Artist: The Last Ten Seconds of Life
Album: Disquisition on an Execution – EP
It’s been a long and weird year—especially for Pennsylvanian punishers The Last Ten Seconds of Life. Starting on a rip-roaring high note with the build up to the release of their long-awaited self titled record—and the lull that fell after its lukewarm reception—only to be met with another colossal high as they toured the continental United States in support of Cattle Decapitation. Then, with another peak came another trough as the band practically dissolved before the eyes of thousands on social media. As a fan since the Know Your Exits days, it had me (and probably quite a few others) thinking The Last Ten Seconds of Life had…well, just expended the last ten seconds of their life. Instead, after a few months of hard work behind the scenes, the band emerge rejuvenated and ready to ravage the listener with Disquisition on an Execution. In so many words, I think the best way to describe this EP is that it’s the version of The Last Ten that listeners have been craving ever since Soulless Hymns—or even older, the Warpath EP. Taking the criticism on their latest full length to heart, The Last Ten Seconds of Life’s Disquisition on an Execution is four tracks of filler-free fury, wasting absolutely zero time in going straight after the listener’s throat utilizing everything from blistering percussion to breakneck riffs and bone-splitting breakdowns.
To clear the air, I don’t think The Last Ten Seconds of Life’s self-titled release from early 2022 was bad (I wrote a review I still stand by to this day), but it did have some glaring pitfalls, not the least of which being it was bloated with filler. Between the interludes and the songs released as singles, the full album really only included a skimpy handful of new songs—and some of those, even, had their own degree of filler in them. What we wanted was pure, unadulterated, high-octane The Last Ten—and that’s exactly what Disquisition on an Execution is. Holding nothing back, the band break free from their brief quietus as the most pissed version of themselves they’ve been in some time. “Dreams of Extermination,” a stand-out track on the release, is brimming with hostility, built from a platform of devastating drumming and amplified by a ten-ton bass. “Dreams of Extermination,” as well as the lively and fast-paced “Liberation” see the band’s drumming excel, darting hither and to between punchy, fleet-footed technicality and sludgy, sledge-hammering breakdowns. Meanwhile, the bands guitar continues to shine, with “Dreams of Extermination” and “Annihilation Phenomena” both highlighting different sides to its dynamic and effect on The Last Ten’s soundscape. While the former track is vicious and primal, “Annihilation Phenomena” is more balanced, with moments of pure barbarism juxtaposed against segments of eerie, hair-raising calm. These few moments are truly the only reprieve the listener finds throughout the entire experience, as in the three tracks that build up to the stunning an diverse closing number, The Last Ten Seconds of Life expend all their energy oppressing the listener under ten tons of terror. In a word, the soundscape forged by The Last Ten’s instrumentation throughout Disquisition on an Execution is an absolute steamroller, and by the time “Annihilation Phenomena” finishes having its way with the listener, they’ll understand what I mean.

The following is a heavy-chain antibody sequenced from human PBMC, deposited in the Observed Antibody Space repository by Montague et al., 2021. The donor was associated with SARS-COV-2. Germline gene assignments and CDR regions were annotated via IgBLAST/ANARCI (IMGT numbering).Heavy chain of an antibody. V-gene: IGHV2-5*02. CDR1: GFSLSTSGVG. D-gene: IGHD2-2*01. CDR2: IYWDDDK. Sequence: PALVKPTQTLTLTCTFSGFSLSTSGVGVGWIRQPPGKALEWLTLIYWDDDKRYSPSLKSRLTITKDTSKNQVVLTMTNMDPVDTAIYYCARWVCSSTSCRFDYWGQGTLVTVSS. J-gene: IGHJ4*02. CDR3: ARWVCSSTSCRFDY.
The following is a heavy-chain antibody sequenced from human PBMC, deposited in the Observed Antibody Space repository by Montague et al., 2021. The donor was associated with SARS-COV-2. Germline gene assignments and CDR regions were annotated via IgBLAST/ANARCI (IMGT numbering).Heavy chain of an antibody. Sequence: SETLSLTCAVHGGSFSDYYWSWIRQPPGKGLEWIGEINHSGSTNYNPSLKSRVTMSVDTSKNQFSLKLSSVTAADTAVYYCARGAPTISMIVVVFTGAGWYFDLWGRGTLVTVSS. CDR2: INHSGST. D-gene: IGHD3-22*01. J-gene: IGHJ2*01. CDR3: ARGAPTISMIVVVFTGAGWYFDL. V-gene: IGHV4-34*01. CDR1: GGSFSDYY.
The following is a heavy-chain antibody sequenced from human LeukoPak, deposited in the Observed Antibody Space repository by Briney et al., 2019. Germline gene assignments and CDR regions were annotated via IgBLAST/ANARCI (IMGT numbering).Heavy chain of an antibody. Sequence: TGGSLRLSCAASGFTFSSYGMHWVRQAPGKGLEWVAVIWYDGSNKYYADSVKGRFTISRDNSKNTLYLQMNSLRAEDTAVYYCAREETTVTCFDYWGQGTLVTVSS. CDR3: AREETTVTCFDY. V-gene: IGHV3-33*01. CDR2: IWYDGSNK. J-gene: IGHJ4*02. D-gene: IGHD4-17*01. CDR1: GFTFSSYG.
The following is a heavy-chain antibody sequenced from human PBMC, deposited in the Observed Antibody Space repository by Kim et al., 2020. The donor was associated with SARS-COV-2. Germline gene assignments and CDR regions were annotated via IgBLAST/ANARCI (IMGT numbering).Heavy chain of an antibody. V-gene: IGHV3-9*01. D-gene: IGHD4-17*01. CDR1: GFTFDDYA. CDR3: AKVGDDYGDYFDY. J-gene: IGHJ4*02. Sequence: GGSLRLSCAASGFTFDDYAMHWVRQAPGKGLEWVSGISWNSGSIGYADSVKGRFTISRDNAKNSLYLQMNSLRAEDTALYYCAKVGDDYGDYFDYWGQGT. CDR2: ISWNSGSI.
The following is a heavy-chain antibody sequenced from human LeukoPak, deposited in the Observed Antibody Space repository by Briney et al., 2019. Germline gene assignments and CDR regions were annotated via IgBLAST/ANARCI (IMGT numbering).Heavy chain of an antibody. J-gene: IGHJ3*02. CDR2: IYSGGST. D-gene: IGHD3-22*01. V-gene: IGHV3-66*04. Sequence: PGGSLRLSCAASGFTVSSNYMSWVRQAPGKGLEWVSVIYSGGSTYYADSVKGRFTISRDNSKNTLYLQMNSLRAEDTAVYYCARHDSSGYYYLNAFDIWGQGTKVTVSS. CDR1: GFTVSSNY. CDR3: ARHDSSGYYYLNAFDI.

Where much of the band’s instrumentalists have swapped out, so has The Last Ten Seconds of Life’s vocal element—however, it would be folly to think that would mean they’ve softened up. While he is also known as the vocalist for nu-metal infused chaotic metalcore outfit Promise Breaker, the listener gets a very different side of The Last Ten’s new frontman Tyler Beam. Beam obliterates with his work on this release, as everything from the enunciation to the careful, perverse poetry of his lyricism is designed to absolutely smother the listener in malevolence. Since first hearing the line “hold mankind in the palm of your hand and crush it closed” nearly a month ago, it’s been living rent free in my head—and it isn’t even the lyricism as much as it is the crushing, cynical conviction in the delivery, and the power spat out with every syllable. Beam brings this energy to the entirety of Disquisition on an Execution, with every song drenched in vitriol and verbal venom—and while he stands out in his own way, his talent, energy and variety make him an incredibly worthy frontman in a band with a lengthy pedigree of talented frontmen.
Disquisition on an Execution sounds like the raunchiest, catchiest parts of The Last Ten Seconds of Life’s early career blended with a new, ruthless and ravenously hungry energy. While it’s a short introduction to the rejuvenated Last Ten, it serves its purpose brilliantly and leaves the listener lusting for more—with the hope that the more we get remains as focused, primal and intense.
For Fans Of: Bodysnatcher, Falsifier, Filth
By: Connor Welsh